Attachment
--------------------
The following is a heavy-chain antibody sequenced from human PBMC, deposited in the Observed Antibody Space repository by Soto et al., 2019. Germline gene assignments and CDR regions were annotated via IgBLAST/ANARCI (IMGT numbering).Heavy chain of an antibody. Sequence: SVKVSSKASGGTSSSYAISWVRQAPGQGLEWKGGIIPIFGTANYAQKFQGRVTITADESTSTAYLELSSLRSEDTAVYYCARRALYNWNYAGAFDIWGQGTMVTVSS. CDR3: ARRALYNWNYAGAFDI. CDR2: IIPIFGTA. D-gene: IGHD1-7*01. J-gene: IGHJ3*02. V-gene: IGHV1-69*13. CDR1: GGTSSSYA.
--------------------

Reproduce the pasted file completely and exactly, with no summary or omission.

The following is a heavy-chain antibody sequenced from human PBMC, deposited in the Observed Antibody Space repository by Soto et al., 2019. Germline gene assignments and CDR regions were annotated via IgBLAST/ANARCI (IMGT numbering).Heavy chain of an antibody. Sequence: SVKVSSKASGGTSSSYAISWVRQAPGQGLEWKGGIIPIFGTANYAQKFQGRVTITADESTSTAYLELSSLRSEDTAVYYCARRALYNWNYAGAFDIWGQGTMVTVSS. CDR3: ARRALYNWNYAGAFDI. CDR2: IIPIFGTA. D-gene: IGHD1-7*01. J-gene: IGHJ3*02. V-gene: IGHV1-69*13. CDR1: GGTSSSYA.